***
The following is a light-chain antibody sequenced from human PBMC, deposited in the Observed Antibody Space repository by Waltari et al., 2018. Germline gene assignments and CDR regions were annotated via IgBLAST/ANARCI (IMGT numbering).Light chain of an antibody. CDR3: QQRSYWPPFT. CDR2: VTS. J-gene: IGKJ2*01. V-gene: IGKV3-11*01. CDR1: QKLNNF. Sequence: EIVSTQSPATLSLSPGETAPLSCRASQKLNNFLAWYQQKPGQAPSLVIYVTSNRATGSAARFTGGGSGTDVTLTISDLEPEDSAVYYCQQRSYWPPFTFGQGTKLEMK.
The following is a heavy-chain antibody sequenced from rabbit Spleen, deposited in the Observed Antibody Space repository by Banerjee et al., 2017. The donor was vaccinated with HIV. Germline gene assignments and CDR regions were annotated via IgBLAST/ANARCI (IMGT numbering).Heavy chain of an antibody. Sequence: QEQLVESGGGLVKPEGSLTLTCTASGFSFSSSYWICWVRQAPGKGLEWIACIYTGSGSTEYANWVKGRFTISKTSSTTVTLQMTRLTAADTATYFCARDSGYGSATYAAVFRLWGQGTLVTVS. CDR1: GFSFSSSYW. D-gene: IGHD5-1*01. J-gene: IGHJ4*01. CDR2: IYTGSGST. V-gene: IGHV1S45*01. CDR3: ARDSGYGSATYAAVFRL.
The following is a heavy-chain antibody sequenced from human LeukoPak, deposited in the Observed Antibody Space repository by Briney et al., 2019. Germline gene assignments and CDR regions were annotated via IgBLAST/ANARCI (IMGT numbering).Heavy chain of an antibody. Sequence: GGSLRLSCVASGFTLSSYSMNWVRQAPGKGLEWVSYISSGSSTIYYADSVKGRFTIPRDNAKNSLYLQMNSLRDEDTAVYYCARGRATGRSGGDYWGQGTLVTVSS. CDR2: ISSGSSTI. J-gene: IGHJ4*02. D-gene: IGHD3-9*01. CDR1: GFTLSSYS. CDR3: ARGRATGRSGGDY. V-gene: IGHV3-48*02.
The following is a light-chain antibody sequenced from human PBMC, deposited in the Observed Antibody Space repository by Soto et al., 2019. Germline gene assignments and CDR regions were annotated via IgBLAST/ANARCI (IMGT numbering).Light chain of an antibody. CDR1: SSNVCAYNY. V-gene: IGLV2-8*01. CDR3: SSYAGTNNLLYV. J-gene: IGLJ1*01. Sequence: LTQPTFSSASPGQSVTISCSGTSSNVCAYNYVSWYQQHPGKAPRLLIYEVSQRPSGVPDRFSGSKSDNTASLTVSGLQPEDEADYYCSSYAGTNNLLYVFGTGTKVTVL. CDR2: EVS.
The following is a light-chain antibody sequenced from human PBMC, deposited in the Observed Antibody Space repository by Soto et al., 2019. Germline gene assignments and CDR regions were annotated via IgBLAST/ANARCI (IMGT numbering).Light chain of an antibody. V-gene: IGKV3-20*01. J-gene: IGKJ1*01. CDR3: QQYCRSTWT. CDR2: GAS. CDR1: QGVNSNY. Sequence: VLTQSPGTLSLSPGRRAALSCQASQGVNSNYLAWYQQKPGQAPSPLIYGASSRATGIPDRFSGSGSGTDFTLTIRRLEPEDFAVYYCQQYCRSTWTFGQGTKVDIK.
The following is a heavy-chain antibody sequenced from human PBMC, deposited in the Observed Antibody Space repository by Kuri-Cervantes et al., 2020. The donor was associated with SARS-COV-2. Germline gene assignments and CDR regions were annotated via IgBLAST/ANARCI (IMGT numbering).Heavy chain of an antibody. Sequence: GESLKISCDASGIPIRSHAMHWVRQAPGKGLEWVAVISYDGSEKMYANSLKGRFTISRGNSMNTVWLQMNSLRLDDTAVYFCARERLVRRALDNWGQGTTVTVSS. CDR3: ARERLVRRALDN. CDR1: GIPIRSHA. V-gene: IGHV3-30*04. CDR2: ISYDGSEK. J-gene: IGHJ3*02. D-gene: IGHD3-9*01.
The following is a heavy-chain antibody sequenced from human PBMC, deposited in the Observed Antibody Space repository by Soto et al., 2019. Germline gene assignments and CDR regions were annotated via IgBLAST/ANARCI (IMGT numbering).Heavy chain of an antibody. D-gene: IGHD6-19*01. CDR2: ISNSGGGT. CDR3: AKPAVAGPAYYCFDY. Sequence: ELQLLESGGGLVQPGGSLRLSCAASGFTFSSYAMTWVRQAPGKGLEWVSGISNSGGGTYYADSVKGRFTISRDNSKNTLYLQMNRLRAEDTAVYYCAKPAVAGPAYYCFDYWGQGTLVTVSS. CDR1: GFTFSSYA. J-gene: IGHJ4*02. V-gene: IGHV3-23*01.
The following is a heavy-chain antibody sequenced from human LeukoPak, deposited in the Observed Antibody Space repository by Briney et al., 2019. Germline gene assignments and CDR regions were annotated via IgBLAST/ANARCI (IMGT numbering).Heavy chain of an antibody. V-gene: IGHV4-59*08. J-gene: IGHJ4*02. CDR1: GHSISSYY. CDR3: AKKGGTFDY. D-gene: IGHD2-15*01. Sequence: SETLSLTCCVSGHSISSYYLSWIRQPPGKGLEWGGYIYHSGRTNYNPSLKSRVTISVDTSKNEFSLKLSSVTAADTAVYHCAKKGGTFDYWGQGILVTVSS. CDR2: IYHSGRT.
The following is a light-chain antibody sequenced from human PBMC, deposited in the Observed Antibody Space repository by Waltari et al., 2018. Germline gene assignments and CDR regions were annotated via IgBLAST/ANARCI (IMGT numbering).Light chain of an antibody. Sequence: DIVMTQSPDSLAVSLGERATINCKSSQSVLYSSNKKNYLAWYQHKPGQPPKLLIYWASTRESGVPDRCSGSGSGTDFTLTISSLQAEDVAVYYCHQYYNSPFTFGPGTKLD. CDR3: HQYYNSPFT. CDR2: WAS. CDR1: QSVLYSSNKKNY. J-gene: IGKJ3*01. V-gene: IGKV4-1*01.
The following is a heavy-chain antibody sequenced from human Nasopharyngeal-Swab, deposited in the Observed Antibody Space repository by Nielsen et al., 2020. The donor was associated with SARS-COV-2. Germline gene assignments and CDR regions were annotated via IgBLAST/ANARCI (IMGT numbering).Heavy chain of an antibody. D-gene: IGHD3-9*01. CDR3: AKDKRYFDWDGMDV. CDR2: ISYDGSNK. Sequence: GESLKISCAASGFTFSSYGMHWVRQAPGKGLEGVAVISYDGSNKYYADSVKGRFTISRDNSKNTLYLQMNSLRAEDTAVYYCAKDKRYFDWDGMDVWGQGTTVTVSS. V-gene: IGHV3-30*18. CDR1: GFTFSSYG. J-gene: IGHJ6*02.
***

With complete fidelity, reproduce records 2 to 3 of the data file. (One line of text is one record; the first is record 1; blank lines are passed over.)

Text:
The following is a heavy-chain antibody sequenced from rabbit Spleen, deposited in the Observed Antibody Space repository by Banerjee et al., 2017. The donor was vaccinated with HIV. Germline gene assignments and CDR regions were annotated via IgBLAST/ANARCI (IMGT numbering).Heavy chain of an antibody. Sequence: QEQLVESGGGLVKPEGSLTLTCTASGFSFSSSYWICWVRQAPGKGLEWIACIYTGSGSTEYANWVKGRFTISKTSSTTVTLQMTRLTAADTATYFCARDSGYGSATYAAVFRLWGQGTLVTVS. CDR1: GFSFSSSYW. D-gene: IGHD5-1*01. J-gene: IGHJ4*01. CDR2: IYTGSGST. V-gene: IGHV1S45*01. CDR3: ARDSGYGSATYAAVFRL.
The following is a heavy-chain antibody sequenced from human LeukoPak, deposited in the Observed Antibody Space repository by Briney et al., 2019. Germline gene assignments and CDR regions were annotated via IgBLAST/ANARCI (IMGT numbering).Heavy chain of an antibody. Sequence: GGSLRLSCVASGFTLSSYSMNWVRQAPGKGLEWVSYISSGSSTIYYADSVKGRFTIPRDNAKNSLYLQMNSLRDEDTAVYYCARGRATGRSGGDYWGQGTLVTVSS. CDR2: ISSGSSTI. J-gene: IGHJ4*02. D-gene: IGHD3-9*01. CDR1: GFTLSSYS. CDR3: ARGRATGRSGGDY. V-gene: IGHV3-48*02.